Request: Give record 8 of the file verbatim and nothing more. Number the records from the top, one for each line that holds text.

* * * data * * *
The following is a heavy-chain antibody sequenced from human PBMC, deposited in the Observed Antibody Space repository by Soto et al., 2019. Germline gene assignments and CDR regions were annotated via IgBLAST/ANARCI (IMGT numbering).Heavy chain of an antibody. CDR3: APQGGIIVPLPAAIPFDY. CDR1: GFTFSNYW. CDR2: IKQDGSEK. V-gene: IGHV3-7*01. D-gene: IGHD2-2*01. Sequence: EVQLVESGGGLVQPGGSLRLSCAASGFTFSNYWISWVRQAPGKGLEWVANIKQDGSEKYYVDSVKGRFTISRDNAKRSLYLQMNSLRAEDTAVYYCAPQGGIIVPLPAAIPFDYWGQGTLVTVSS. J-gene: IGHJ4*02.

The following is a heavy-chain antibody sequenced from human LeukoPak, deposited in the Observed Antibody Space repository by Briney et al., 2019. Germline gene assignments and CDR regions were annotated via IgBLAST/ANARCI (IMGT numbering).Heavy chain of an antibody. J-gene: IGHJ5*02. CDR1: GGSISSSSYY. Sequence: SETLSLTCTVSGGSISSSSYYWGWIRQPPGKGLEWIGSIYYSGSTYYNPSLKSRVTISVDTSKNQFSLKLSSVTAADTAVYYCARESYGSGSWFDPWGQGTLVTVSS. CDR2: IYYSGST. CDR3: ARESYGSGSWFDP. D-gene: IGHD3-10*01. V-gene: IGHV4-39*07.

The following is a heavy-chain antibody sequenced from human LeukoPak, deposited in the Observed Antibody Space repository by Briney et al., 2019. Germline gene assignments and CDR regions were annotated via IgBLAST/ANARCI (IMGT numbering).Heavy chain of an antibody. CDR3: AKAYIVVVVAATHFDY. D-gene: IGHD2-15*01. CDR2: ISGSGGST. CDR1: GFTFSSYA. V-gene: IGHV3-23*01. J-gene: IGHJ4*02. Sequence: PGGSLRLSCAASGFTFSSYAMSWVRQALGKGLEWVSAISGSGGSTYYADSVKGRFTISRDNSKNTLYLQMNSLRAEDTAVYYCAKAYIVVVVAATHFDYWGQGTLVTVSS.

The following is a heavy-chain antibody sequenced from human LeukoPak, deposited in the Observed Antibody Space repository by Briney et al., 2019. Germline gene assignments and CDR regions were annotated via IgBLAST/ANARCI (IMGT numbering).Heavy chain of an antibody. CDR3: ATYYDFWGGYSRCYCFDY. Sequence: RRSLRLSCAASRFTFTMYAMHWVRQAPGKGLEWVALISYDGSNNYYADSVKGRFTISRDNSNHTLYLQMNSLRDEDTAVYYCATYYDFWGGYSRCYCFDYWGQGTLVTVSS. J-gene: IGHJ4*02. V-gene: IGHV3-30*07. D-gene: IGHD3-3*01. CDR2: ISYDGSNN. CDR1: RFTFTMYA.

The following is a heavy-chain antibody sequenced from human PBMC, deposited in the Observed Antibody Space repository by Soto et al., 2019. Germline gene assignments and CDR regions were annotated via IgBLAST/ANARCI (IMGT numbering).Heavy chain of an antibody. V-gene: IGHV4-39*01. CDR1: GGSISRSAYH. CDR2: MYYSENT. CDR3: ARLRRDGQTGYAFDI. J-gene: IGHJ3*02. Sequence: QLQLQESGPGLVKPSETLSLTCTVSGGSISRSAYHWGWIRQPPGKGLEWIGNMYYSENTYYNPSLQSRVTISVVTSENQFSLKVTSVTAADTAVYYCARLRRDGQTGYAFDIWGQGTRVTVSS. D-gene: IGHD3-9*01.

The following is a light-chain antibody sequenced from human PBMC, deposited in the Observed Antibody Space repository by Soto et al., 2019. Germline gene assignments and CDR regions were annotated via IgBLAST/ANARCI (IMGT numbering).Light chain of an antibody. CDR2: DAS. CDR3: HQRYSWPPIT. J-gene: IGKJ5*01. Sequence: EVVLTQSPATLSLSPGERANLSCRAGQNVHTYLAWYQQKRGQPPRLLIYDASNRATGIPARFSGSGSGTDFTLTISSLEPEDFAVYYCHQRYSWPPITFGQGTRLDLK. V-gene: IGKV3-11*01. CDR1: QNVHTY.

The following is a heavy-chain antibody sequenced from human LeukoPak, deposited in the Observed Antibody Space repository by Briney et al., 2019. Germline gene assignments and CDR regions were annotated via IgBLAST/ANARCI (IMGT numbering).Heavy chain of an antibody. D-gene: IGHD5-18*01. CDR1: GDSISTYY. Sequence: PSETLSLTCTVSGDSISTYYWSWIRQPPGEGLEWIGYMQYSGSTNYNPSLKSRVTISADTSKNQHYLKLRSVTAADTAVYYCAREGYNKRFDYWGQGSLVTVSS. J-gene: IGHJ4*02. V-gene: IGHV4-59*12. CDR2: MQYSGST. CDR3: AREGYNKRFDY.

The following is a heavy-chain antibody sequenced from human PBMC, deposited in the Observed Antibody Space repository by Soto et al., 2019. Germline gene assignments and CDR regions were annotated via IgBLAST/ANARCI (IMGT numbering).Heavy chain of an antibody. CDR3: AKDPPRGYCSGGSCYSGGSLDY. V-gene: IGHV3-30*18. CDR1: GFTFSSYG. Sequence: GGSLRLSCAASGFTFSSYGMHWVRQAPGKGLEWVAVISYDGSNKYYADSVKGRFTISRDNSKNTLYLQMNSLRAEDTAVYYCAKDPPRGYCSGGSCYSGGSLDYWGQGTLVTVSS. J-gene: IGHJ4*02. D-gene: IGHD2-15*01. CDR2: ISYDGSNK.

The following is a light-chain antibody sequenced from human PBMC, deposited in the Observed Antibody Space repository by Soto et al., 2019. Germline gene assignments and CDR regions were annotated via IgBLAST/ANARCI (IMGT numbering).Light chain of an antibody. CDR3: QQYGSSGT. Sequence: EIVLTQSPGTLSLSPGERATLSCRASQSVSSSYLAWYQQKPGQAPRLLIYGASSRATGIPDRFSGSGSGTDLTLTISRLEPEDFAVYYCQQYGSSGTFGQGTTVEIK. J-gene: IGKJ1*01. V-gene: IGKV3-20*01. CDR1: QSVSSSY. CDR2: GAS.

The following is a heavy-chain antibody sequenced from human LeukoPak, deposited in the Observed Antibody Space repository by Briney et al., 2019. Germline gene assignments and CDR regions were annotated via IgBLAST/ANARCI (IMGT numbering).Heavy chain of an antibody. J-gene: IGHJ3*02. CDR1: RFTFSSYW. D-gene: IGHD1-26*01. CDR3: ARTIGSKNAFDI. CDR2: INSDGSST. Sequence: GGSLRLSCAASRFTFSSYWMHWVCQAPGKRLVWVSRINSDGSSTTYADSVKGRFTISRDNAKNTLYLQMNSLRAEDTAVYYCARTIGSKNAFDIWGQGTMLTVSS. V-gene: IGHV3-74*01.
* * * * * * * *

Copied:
The following is a heavy-chain antibody sequenced from human PBMC, deposited in the Observed Antibody Space repository by Soto et al., 2019. Germline gene assignments and CDR regions were annotated via IgBLAST/ANARCI (IMGT numbering).Heavy chain of an antibody. CDR3: AKDPPRGYCSGGSCYSGGSLDY. V-gene: IGHV3-30*18. CDR1: GFTFSSYG. Sequence: GGSLRLSCAASGFTFSSYGMHWVRQAPGKGLEWVAVISYDGSNKYYADSVKGRFTISRDNSKNTLYLQMNSLRAEDTAVYYCAKDPPRGYCSGGSCYSGGSLDYWGQGTLVTVSS. J-gene: IGHJ4*02. D-gene: IGHD2-15*01. CDR2: ISYDGSNK.